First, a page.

# How to do multistart optimizations#

Sometimes you want to make sure that your optimization is robust to the initial parameter values, i.e. that it does not get stuck at a local optimum. This is where multistart comes in handy.

## What does multistart (not) do#

In short, multistart iteratively runs local optimizations from different initial conditions. If enough local optimization convergence to the same point, it stops. Importantly, it cannot guarantee that the result is the global optimum, but it can increase your confidence in the result.

## TL;DR#

To activate multistart at the default options, pass `multistart=True`

to the `minimize`

or `maximize`

function, as well as finite bounds on the parameters (which are used to
sample the initial points). The default options are discussed below.

```
import numpy as np
import optimagic as om
def fun(x):
return x @ x
x0 = np.arange(7) - 4
bounds = om.Bounds(
lower=np.full_like(x0, -5),
upper=np.full_like(x0, 10),
)
algo_options = {"stopping_maxfun": 1_000}
res = om.minimize(
fun=fun,
x0=x0,
algorithm="scipy_neldermead",
algo_options=algo_options,
bounds=bounds,
multistart=True,
)
```

In this example, we limited each local optimization to 1_000 function evaluations. In general, it is a good idea to limit the number of iterations and function evaluations for the local optimization. Because of the iterative nature of multistart, this limitation will usually not result in a precision issue.

## What does multistart mean in optimagic?#

Our multistart optimizations are inspired by the TikTak algorithm and consist of the following steps:

Draw a large exploration sample of parameter vectors randomly or using a low-discrepancy sequence.

Evaluate the objective function in parallel on the exploration sample.

Sort the parameter vectors from best to worst according to their objective function values.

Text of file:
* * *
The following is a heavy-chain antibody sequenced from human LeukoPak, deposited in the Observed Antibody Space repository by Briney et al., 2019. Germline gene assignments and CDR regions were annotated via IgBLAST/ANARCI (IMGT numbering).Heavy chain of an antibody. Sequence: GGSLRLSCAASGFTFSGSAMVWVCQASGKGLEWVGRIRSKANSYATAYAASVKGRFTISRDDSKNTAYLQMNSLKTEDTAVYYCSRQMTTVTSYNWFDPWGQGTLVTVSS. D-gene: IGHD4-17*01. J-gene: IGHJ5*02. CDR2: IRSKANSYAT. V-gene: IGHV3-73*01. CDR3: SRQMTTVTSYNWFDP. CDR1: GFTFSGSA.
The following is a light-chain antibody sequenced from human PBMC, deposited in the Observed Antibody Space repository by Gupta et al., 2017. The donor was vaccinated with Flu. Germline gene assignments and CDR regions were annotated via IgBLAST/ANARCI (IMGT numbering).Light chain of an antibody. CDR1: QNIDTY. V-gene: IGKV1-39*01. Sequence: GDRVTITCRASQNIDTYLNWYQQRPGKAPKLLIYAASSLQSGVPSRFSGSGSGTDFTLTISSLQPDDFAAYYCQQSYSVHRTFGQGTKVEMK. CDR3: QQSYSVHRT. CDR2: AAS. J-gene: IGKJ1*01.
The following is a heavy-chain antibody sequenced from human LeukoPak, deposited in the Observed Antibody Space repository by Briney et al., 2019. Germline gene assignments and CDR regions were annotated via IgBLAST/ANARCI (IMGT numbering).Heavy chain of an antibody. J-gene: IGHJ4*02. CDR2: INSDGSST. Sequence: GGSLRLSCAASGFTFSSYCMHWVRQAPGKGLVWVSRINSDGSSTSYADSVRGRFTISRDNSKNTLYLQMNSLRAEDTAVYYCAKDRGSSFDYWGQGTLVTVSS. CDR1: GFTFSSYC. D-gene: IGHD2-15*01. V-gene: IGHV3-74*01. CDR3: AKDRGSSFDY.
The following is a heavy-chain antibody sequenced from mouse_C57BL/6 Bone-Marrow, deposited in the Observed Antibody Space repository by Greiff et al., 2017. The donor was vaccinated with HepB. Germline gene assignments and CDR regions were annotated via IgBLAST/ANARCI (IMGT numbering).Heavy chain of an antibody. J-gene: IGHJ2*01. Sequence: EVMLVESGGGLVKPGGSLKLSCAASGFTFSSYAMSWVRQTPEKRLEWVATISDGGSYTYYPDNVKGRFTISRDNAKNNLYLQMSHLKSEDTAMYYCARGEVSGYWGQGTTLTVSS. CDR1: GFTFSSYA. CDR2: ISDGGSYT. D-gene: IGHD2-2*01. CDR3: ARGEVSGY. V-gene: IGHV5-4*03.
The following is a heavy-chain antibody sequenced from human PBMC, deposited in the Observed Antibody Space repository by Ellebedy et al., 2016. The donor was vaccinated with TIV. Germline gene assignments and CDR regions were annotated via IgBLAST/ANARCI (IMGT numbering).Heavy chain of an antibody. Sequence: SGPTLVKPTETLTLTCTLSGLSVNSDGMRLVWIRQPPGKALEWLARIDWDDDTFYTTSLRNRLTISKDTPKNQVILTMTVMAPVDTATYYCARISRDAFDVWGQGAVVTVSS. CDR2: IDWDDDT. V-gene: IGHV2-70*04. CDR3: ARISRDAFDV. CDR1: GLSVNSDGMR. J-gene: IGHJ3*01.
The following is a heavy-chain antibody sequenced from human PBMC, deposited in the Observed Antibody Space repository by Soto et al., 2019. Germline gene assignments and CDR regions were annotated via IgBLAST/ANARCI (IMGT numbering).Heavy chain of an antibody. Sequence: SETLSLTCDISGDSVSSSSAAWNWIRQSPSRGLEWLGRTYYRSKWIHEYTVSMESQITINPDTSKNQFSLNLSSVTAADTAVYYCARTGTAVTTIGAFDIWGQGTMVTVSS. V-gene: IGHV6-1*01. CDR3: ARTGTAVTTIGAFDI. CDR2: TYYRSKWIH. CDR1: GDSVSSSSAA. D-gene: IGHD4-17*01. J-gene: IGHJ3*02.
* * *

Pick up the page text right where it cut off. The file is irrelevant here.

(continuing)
Run local optimizations iteratively. That is, the first local optimization is started from the best parameter vector in the sample. All subsequent ones are started from a convex combination of the currently best known parameter vector and the next sample point.

## Visualizing multistart results#

To illustrate the multistart results, we will consider the optimization of a slightly
more complex objective function, compared to `fun`

from above. We also limit the
number of exploration samples to 100.

```
def alpine(x):
return np.sum(np.abs(x * np.sin(x) + 0.1 * x))
res = om.minimize(
alpine,
x0=x0,
algorithm="scipy_neldermead",
bounds=bounds,
algo_options=algo_options,
multistart=om.MultistartOptions(n_samples=100, seed=0),
)
fig = om.criterion_plot(res, monotone=True)
fig.show("png")
```

In the above image we see the optimization history for all of the local optimizations that have been run by multistart. The turquoise line represents the history corresponding to the local optimization that found the overall best parameter.

We see that running a single optimization would not have sufficed, as some local optimizations are stuck.

## Multistart does not always run many optimization#

Since the local optimizations are run iteratively by multistart, it is possible that
only a handful of optimizations are actually run if all of them converge to the same
point. This convergence is determined by the `convergence_max_discoveries`

option,
which defaults to 2. This means that if 2 local optimizations report the same point,
multistart will stop. Below we see that if we use the simpler objective function
(`fun`

), and the `scipy_lbfgsb`

algorithm, multistart runs only 2 local optimizations,
and then stops, as both of them converge to the same point. Note that, the
`scipy_lbfgsb`

algorithm can solve this simple problem precisely, without reaching the
maximum number of function evaluations.

```
res = om.minimize(
fun,
x0=x0,
algorithm="scipy_lbfgsb",
bounds=bounds,
algo_options=algo_options,
multistart=om.MultistartOptions(n_samples=100, seed=0),
)
fig = om.criterion_plot(res)
fig.show("png")
```

## How to configure multistart#

Configuration of multistart can be done by passing an instance of
`optimagic.MultistartOptions`

to `minimize`

or `maximize`

. Letâ€™s look at a few examples
configurations.

### How to run a specific number of optimizations#

To run a specific number of local optimizations, you need to set the `stopping_maxopt`

option. Note that this does not set the number of exploration samples, which is
controlled by the `n_samples`

option. The number of exploration samples always needs
to be at least as large as the number of local optimizations.

Note that, as long as `convergence_max_discoveries`

is smaller than `stopping_maxopt`

,